Mt. Gox was a Tokyo-based Bitcoin exchange. It was established in 2010 and by February 2014, it accounted for almost 70% of all Bitcoins ever traded [ 19 ]. In February 2014, this company suspended its trading, closed its website, and filed for bankruptcy protection [ 24 ]. As it was working as a Bitcoin exchange, people used to deposit other currencies like US dollars in exchange for Bitcoins. The attackers launched a transaction malleability attack by requesting a transfer of Bitcoins from Mt. Gox and then intercepting and replacing that transaction with a modified one with a different hash. Because the modified transaction still contained all of the valid addresses and the public key address, the network verified it and the Bitcoins were transferred to the attacker’s account. On the other hand, because its ID had been changed, the attacker complained to the company that he/she had not received the intended Bitcoins and the company re-sent the Bitcoins. Mt. Gox later announced that they were affected by this bug in Bitcoin software and lost around 850,000 Bitcoins. However, later they said that they recovered some of them. Their total loss was more than 450 million US dollars. Bitcoin developers said this was a known bug and Mt. Gox had to have exchange transaction software that was in accordance with this bug. Another Bitcoin trading place, Silk Road 2, who lost over 4,000 Bitcoins that were valued at approximately 2.7 million US dollars, reported a similar case.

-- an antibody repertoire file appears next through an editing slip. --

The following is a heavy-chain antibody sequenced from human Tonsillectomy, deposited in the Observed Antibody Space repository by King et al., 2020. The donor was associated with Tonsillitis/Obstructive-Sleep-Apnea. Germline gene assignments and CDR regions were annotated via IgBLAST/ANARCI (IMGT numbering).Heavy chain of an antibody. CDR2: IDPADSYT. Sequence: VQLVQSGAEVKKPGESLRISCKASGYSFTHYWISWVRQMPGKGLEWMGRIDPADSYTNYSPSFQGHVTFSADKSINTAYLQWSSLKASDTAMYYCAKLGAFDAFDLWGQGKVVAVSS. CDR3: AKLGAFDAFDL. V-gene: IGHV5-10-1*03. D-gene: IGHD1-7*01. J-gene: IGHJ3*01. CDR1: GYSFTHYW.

4.1 Types of Transaction Malleability

We know that when the hash of some data is produced, then even a slight change results in a completely different hash. As mentioned earlier, the hash of the final transaction serves as the transaction ID. If someone is able to change some of the details in the transaction, the resultant hash will be completely different. Thus, we can define transaction malleability as an attack in which an attacker can change the unique transaction ID by manipulating the transaction, which results in a different hash while all the other details of the transaction remain the same. This particularly means that the miners will verify the transaction. This leads to the question of: “What can an attacker change in a signed and hashed transaction?” A transaction includes components like the receiver’s address, amount, inputs, etc. To protect this data, the hash of a certain part is calculated and signed. This signed information is kept in scriptSig as a part of the final transaction. Note that this signature is calculated over only a part of the transaction and the complete final transaction is not signed. That is, the scriptSig does not sign itself, as it is unfeasible for a signature to sign itself. This introduces two ways of inducing malleability [ 25 ], as described below.